By: Kaitlyn Red Wing (@KaitlynRedWing)
Public relations professionals need journalists just as journalists need PR pros when disseminating information to the public. PRSSA was honored to welcome Beth Dornan, PR Manager at Amway, and Shandra Martinez, former MLive Reporter, to talk about all things media relations and everything they’ve learned over the years. Beth and Shandra shared their top 10 tips for best practices in media relations and being successful in your career.
1. Build a relationship based on mutual respect
The foundation of good PR is built on relationships. Strive for genuine and real relationships with the media by treating journalists with respect and slowly building a relationship that will be mutually beneficial moving forward.
2. Say “thank you”
It’s important to always thank reporters for fairness and accuracy in their coverage of your product, service, or client. Regardless of how you or your client feels about what they said in their coverage, a reporter will not change the story if it is factual. Trying to persuade them to change the story in your favor is not only unethical, but can ruin your relationship with media outlets. You’re in it for the long-haul, so respecting the media and letting them know you appreciate them will go a long way.
3. Provide background information
When pitching to the media, or interviewers, it’s important to provide all the background information and details they’ll need so they don’t have to look for it on their own. Do this for your client as well. If your client is up-to-date and aware of all information regarding the topic of discussion, then they will be more prepared for interviews.
4. Ask for line of questions
When helping prepare your client for an interview, it’s ok to ask the interviewer for a line of questioning. Ask what topics they will be asking about so you can properly prepare your client. This does not mean asking for all of the questions verbatim; no interviewer will be comfortable sharing that information.
5. Do not ask to review a story prior to publishing
This may be a given, but the story is not in your control; it is entirely up to the reporter to write what they’d like to write regarding your product or client. You can, however, let the reporter know that you are available for fact-checking and any questions they may have as they curate the story.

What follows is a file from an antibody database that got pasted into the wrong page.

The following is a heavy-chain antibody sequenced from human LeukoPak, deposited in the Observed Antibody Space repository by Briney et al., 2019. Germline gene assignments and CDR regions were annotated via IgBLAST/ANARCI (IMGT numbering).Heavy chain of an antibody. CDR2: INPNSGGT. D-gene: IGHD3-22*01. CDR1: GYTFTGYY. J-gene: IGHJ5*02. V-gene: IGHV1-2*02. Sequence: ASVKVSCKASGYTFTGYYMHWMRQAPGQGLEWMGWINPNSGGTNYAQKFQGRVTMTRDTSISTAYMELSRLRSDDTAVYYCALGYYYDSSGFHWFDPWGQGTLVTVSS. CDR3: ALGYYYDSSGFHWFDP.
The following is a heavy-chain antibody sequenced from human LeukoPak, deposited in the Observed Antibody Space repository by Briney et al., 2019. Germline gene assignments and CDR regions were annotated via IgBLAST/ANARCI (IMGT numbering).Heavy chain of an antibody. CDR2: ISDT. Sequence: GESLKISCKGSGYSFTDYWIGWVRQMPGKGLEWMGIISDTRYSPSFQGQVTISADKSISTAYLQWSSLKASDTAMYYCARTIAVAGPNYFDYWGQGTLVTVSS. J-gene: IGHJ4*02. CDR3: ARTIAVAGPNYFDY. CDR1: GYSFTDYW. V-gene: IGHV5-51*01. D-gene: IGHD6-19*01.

6. Follow-up with inaccuracies
While you shouldn’t follow-up regarding the content you or your client do not like, you should follow-up with any inaccuracies you notice in an article to ensure that the story is factual for the audience.
7. Exclusives don’t matter
A reporter isn’t going to be interested in any exclusive or short-time offer. Their job is to make sure the story is appealing and newsworthy. If the story doesn’t appeal to them, they won’t want to cover it, exclusive or not.
8. Your problem is not their problem
Even if you need something covered because you’re caught in a bind, that is not a valid reason to approach the media with your problems as a means to persuade them in covering your product or client.
9. Your spokesperson may not be the best
Your client’s designated spokesperson isn’t always the best source for an interview. Often, a company will have one spokesperson they use for their communication and marketing campaigns. But that spokesperson may not be the best fit for the particular interview, or who the journalist wants to speak with. The journalist wants to interview the expert or the one who has the most knowledge on the topic. That will lead to higher quality, more genuine media coverage.
10. It’s not the media’s job to “spread the word”
You shouldn’t have to ask a reporter to “spread the word” about your news just because you think it’s necessary. Their job is to deliver newsworthy content that their audience will care about. Make sure you pitch to the journalist that covers topics relevant to your news and whose audience is a match to the group of individuals you are trying to reach.
Remember these tips as you continue your career in public relations. The reality is that media relations is one of the hardest parts about public relations. Writing a blog post or a tweet is easy, but convincing the media to buy, write, or cover your topic requires a lot of hard work. Using these tips to your advantage will help set you apart from the sea of other public relations professionals all trying to get that same journalist to cover, buy, or write about their clients. If nothing else, you’ll gain long-lasting relationships and friendships through the process.
Kaitlyn Red Wing is currently a Senior at Grand Valley State University with a major in Writing and minor in Public Relations & Advertising. She’s currently a PR intern at Lambert and social media manager and journalist for GameSavvy. In her free time you can find her at the local bookstore sipping on hot tea while browsing the shelves.